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From My Seductive Cuba by Chen Lizra
On the afternoon of the last day of my last two-month visit to Cuba, I found myself in Centro Habana, walking back to my hotel following dance classes. To my right were kids playing with an old ball that hardly had any air. It didn’t matter; they were having fun. A mom appeared on the balcony and called her daughter in. I kept walking; Cuban men were coming on to me saying sweet things as usual.
Nowadays, kids play Nintendo or sit and chat on Skype or MSN. If your mom needs you, she’ll call your cellphone. The world has changed a lot, but is it better? I don’t know. We’ve lost so much of our simplicity for the sake of comfort and technology. They should come hand in hand, but in reality one seems to come at the expense of the other.
Why is it that we want everything to be so new when the old is so charming? I wondered if they’d get rid of the old cars when Cuba changes. I used to come here and be fascinated with every car. They have so much character. Now it’s just part of the landscape. It seems silly to take pictures of them all the time. But without them, it would feel like something’s missing. Another thing I love about Cuba is that no one ever asks how old you are and classifies you according to your answer. You just live and enjoy the moment.
Later in the evening I went with Orly—my talented French-Israeli singer friend who lives between Paris and Havana—to grab a bite and share some deep conversation. She walked me back to my hotel after dinner. It was really hard to say goodbye. So many hugs. I just couldn’t let go, so we just stood there. I looked at her and said, “Orly, where am I going? I live here, no?” and I laughed. It did feel strange to leave, like leaving home. I love Cuba. It’s always so hard for me to leave it. Meeting Orly on that trip made it even harder, because we became so close and shared such a deep friendship, like two sisters.
Eventually my eyes were shutting down. We squeezed each other one last time and I was off to bed. I lay there, eyes shut, trying to fall asleep. Around 1 a.m., I heard an SMS come in and had the feeling I knew who it was from. I opened my eyes, rolled over heavily, and read it. It was Orly saying one last goodbye and how much all of this meant to her. I sent her a text message back saying the same. My eyes were all watery, the best kind, when you love people. I flipped over and fell asleep immediately.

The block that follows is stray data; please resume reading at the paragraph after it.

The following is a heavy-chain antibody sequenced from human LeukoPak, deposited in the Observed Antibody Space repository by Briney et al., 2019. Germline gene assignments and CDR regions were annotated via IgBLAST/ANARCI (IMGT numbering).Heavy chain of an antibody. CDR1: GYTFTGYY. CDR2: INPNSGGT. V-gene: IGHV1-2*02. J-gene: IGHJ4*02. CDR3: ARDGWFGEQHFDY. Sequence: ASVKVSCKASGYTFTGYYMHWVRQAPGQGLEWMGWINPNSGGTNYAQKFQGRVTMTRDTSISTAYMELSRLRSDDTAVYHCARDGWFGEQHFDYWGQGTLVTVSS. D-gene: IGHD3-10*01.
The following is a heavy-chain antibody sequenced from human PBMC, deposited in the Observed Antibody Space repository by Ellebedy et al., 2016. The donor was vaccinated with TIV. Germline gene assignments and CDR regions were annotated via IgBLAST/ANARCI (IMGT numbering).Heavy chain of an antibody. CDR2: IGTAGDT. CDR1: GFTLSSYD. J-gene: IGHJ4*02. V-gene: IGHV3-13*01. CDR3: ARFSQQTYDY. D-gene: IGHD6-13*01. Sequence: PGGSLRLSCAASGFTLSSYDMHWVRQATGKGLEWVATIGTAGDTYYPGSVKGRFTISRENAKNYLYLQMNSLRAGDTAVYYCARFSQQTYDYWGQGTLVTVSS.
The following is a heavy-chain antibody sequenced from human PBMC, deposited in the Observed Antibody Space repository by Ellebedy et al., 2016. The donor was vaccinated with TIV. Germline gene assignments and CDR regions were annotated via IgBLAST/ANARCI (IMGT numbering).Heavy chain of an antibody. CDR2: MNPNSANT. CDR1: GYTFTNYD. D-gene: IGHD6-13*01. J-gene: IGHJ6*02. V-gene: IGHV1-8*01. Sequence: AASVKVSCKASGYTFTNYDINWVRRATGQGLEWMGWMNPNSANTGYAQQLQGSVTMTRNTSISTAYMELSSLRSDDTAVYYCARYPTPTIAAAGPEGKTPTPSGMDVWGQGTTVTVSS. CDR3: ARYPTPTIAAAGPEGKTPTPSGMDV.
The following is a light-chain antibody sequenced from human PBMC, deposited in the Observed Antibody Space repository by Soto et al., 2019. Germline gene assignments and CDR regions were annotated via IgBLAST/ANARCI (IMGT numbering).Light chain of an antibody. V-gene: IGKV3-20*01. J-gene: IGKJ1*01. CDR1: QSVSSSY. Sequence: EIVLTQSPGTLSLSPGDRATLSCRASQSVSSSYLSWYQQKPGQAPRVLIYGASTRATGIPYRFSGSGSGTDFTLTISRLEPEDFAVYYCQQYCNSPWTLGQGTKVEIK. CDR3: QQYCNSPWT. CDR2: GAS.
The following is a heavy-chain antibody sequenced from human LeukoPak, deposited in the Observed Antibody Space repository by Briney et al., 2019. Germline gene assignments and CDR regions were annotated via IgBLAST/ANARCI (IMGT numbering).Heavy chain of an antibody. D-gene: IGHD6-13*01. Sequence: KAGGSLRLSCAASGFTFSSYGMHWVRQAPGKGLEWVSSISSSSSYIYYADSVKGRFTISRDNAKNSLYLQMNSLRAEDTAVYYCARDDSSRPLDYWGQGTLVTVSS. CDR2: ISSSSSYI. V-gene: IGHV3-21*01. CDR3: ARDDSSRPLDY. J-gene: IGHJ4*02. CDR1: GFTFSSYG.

In the morning I woke up way too early. I was too emotional to sleep. The Malecón was so calm at dawn and the colors were so pretty. I’m never awake at this time. Car headlights and street lamps reflected in the water, yet there was already enough light to distinguish the sea with its unique colors. So calm, so peaceful. There’s never a reason to rush anywhere in Cuba. Where to? What for? That’s part of the beauty of this place. I packed my things and went to say goodbye to Melba and Alberto, my friends who own a beautiful casa particular. It was time.
Then I took a taxi to the airport. When I asked the driver to turn on the air-conditioning, he laughed and said, “You are getting ready for the change in climate?” Yes, I said, laughing back. It was the first time I had ever ridden anywhere in Cuba and the driver (after that sole question) did not exchange even one word with me. I wondered if he was trying to give me the space he thought foreigners needed. At that moment, it felt like I was about to leave; things were already changing back to foreign mode.
Cubans often get confused when I look Cuban; sometimes it creates the strangest situations. For example, taxis don’t always stop for me because they assume I don’t have money. This time around, while at the airport getting my bags scanned, an official asked to see my passport. When he saw I was Canadian, he said, “Parece una cubana” [You look like a Cuban]. I replied, “Casi cubana después de cinco años, pero no” [Almost Cuban after five years, but no]. He laughed with me. I realized that as a Cuban it must have seemed strange that I had so much electronic equipment and videotapes with me—I filmed all my dance classes—but for a foreigner it made complete sense.
I sat at the airport waiting for my flight, this little airport that feels as if you landed in a little village, and you’d get off the plane and walk straight to the local mama’s house for a delicious meal. I sat there working on my computer. Every once in a while, some foreigner would come up to me and ask, “Do you have an Internet connection here? How?” And I’d reply, “WiFi at José Martí Airport? Maybe in 10 or 20 years. I am just working on my laptop,” and I’d smile from ear to ear.